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Proof for this

  • Thread starter Reshma
  • Start date
743
4
Show that [tex]x \frac{d(\delta (x))}{dx} = -\delta (x)[/tex]
where [itex]\delta (x)[/itex] is a Dirac delta function.

My work:

Let f(x) be a arbitrary function. Using integration by parts:
[tex]\int_{-\infty}^{+\infty}f(x)\left (x \frac{d(\delta (x))}{dx}\right)dx = xf(x)\delta (x)\vert _{-\infty}^{+\infty} - \int_{-\infty}^{+\infty}d\left (\frac{xf(x) \delta (x)}{dx}\right)dx[/tex]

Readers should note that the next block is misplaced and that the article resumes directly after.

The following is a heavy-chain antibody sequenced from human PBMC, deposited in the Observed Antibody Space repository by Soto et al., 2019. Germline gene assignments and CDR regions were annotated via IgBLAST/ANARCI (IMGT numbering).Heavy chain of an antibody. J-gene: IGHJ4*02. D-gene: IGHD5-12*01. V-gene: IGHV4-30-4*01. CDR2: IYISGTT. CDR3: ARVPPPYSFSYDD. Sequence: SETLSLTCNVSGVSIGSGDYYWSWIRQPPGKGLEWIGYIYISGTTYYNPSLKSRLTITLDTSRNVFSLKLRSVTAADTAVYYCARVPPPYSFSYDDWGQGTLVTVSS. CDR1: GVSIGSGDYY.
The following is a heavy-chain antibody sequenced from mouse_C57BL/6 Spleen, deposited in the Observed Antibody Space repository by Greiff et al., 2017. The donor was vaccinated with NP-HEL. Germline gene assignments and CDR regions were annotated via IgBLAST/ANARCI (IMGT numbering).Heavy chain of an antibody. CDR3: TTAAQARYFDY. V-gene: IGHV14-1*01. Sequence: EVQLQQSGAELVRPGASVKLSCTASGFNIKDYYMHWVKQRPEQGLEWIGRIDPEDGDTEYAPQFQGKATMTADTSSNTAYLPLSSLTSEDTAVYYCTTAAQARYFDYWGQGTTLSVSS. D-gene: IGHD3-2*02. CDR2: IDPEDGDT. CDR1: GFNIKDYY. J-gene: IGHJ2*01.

The first term is zero, since [itex]\delta (x) = 0 [/itex]
at [itex]-\infty, +\infty[/itex].
How is the second term evaluated?
 

Answers and Replies

arildno
Science Advisor
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Well, if we are to do this symbol manipulation properly, you should have:
[tex]\int_{-\infty}^{\infty}xf(x)\delta{'}dx=xf(x)\delta\mid_{-\infty}^{\infty}-\int_{-\infty}^{\infty}(f(x)+xf'(x))\delta(x)dx=-(f(0)+0*f'(0))=-f(0)[/tex]
 
743
4
Wow, thanks Arildno! I got it!
 

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